Tammam Azzam, Ayyam Gallery / July 11, 2014

A Shattered Building, A New Canvas

Syrian artist Tammam Azzam’s series Syrian Museum is the perfect example of the art being produced by Syrians in response to the ongoing and brutal war. Currently living in Dubai, along with several other Syrian artists seeking refuge from the violence tearing their country apart, Azzam refuses to be labelled a political artist.

In one of his most widely distributed images, Gustav Klimt’s “The Kiss” is superimposed by means of a lightbox over a bombed out building in Damascus. Other images in the series include Goya’s poignant surrender scene from his “Third Of May 2808” juxtaposed with a demolished residential neighbourhood, and stick figure snipers aiming at runners underneath an Olympic banner.

Part of the success of Azzam’s art is the amount of work his contrasting images do. The shimmering sensuality of the golden colour of “The Kiss” is negated by the pockmarked wall whose black holes gape through the projection and shift the elating and overwhelming quality of the dense pattern of colours and shapes in a completely different direction. The waving, fluid figures of tree, cloud, and grass in Van Gogh’s “Starry Night” are counterbalanced by the straight or jagged lines and right angles of concrete rubble and debris. Another reason his images go viral on the Internet is because of the culture clash they imply: iconic Western artworks superimposed or juxtaposed with images of Syrian towns destroyed. Additionally, the digital medium of these works speaks to their endurance. While these works cannot be physically created – “The Kiss” hasn’t been painted on the bombed out building, and Matisse’s dancers are not perched mid-step on a pile of rubble – they are preserved forever online, for people all over the world to see.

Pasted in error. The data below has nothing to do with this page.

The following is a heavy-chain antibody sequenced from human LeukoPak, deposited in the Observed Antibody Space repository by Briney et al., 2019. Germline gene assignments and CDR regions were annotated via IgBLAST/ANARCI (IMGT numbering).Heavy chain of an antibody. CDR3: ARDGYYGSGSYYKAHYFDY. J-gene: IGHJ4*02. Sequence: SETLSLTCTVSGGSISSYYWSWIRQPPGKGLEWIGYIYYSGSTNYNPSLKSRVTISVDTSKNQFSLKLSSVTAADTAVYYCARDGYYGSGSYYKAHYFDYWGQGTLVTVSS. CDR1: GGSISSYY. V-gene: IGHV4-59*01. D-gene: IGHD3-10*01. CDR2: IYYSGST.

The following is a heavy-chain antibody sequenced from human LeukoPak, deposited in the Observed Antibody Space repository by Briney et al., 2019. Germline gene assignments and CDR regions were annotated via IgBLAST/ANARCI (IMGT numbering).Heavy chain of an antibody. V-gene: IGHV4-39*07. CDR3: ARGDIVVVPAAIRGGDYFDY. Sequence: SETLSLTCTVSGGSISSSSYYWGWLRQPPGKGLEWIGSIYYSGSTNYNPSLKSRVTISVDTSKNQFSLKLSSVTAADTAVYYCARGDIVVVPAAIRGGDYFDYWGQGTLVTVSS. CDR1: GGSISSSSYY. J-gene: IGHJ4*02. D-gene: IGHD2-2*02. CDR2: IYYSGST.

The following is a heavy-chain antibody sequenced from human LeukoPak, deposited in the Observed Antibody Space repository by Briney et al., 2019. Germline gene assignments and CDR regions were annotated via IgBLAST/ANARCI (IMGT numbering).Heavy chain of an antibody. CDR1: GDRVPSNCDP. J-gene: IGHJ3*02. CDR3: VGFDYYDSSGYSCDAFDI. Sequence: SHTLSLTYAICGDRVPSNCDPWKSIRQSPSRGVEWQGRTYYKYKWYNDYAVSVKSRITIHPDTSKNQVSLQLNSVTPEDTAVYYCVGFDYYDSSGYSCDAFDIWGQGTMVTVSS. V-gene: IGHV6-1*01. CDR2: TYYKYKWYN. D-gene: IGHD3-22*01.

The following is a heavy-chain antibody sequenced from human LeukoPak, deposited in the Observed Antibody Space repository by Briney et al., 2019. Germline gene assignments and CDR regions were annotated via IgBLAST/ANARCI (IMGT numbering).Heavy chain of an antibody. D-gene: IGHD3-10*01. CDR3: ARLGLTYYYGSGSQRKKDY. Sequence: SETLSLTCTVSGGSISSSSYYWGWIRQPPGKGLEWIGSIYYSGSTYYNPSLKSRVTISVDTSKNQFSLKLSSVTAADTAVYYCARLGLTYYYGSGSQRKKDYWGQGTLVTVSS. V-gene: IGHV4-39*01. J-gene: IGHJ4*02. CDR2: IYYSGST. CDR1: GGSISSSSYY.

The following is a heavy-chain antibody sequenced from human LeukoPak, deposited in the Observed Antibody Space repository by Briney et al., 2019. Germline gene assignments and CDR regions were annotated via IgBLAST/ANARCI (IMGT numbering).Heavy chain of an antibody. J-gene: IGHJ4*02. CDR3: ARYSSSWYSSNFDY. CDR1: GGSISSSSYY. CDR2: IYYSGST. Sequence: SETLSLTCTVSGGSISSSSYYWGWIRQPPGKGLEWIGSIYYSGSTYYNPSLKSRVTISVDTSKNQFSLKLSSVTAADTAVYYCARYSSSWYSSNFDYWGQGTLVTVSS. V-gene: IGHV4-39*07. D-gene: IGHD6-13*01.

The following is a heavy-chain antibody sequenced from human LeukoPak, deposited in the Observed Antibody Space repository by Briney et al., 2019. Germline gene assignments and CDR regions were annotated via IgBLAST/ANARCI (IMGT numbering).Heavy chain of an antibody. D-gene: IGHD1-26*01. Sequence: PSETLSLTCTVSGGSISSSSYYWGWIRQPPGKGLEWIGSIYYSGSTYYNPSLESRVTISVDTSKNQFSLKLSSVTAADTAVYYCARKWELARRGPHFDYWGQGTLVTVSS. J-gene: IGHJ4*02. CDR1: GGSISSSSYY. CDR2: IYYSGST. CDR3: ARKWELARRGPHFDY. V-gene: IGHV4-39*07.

Azzam does not see himself as a political artist, but rather an artist reacting to his situation. “I’m an artist that’s doing artwork with a political background because of the situation, because I’m Syrian so I have to be involved in what’s happening in my country” he explains.

He struggles with the frustrating feeling that “art doesn’t make sense” in the middle of a war.”Syrians are making their own revolution against the regime and now against the jihadi groups and against Russia, against Iran, against Hezbollah against everybody.”

“I have to do something for the people there,” said Azzam. “I want to do anything to send any message to people around the world about what happened in my country: People dying every day, every minute, and nobody can stop that.”

Azzam’s work showed at the Ayyam Gallery in Amman, Dubai, and London.

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